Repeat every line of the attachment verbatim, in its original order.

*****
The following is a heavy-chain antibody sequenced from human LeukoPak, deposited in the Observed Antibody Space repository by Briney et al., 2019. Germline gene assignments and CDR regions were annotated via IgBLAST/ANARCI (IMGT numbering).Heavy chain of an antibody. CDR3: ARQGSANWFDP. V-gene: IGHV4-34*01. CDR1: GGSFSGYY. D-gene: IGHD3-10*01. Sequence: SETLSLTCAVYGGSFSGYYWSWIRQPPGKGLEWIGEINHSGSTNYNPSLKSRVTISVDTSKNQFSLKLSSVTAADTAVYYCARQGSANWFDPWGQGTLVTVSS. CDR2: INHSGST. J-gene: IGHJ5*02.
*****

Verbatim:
The following is a heavy-chain antibody sequenced from human LeukoPak, deposited in the Observed Antibody Space repository by Briney et al., 2019. Germline gene assignments and CDR regions were annotated via IgBLAST/ANARCI (IMGT numbering).Heavy chain of an antibody. CDR3: ARQGSANWFDP. V-gene: IGHV4-34*01. CDR1: GGSFSGYY. D-gene: IGHD3-10*01. Sequence: SETLSLTCAVYGGSFSGYYWSWIRQPPGKGLEWIGEINHSGSTNYNPSLKSRVTISVDTSKNQFSLKLSSVTAADTAVYYCARQGSANWFDPWGQGTLVTVSS. CDR2: INHSGST. J-gene: IGHJ5*02.